Justia U.S. Supreme Court Opinion Summaries

Articles Posted in Gaming Law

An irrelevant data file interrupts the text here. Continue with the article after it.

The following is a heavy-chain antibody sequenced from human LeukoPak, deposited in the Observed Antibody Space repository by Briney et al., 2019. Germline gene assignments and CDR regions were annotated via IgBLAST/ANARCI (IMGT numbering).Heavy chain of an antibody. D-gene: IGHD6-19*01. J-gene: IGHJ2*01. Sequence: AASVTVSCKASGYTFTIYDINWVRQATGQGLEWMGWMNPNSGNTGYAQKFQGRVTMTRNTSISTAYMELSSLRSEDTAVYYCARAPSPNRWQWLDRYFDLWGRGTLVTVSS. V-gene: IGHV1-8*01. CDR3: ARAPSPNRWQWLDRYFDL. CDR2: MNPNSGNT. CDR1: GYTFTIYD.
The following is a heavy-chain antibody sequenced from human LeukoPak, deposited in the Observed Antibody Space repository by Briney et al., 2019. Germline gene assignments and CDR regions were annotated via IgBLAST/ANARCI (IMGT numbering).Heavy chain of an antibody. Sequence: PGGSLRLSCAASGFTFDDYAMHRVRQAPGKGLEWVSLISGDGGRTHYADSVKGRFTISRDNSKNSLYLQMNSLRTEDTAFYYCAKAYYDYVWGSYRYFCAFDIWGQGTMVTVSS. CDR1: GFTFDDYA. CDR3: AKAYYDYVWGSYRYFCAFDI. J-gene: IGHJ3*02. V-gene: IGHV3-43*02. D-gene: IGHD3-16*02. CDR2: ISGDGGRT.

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The Professional and Amateur Sports Protection Act (PASPA) makes it unlawful for a state or its subdivisions “to sponsor, operate, advertise, promote, license, or authorize by law or compact . . . a lottery, sweepstakes, or other betting, gambling, or wagering scheme based . . . on” competitive sporting events, 28 U.S.C. 3702(1), and for “a person to sponsor, operate, advertise, or promote” those same gambling schemes if done “pursuant to the law or compact of a governmental entity,” 3702(2), but does not make sports gambling itself a federal crime. PAPSA allows existing forms of sports gambling to continue in four states. PAPSA would have permitted New Jersey to permit sports gambling in Atlantic City within a year of PASPA’s enactment but New Jersey did not do so. Voters later approved a state constitutional amendment, permitting the legislature to legalize sports gambling in Atlantic City and at horse-racing tracks. In 2014, New Jersey enacted a law that repeals state-law provisions that prohibited gambling schemes concerning wagering on sporting events by persons 21 years of age or older; at a horse-racing track or a casino in Atlantic City; and not involving a New Jersey college team or a collegiate event. The Third Circuit held that the law violated PASPA. The Supreme Court reversed. When a state repeals laws banning sports gambling, it “authorize[s]” those schemes under PASPA. PASPA’s provision prohibiting state authorization of sports gambling schemes violates the anti-commandeering rule. Under the Tenth Amendment, legislative power not conferred on Congress by the Constitution is reserved for the states. Congress may not "commandeer" the state legislative process by directly compelling them to enact and enforce a federal regulatory program. PASPA’s anti-authorization provision dictates what a state legislature may and may not do. There is no distinction between compelling a state to enact legislation and prohibiting a state from enacting new laws. Nor does the anti-authorization provision constitute a valid preemption provision because it is not a regulation of private actors. It issues a direct order to the state legislature. View "Murphy v. National Collegiate Athletic Association" on Justia Law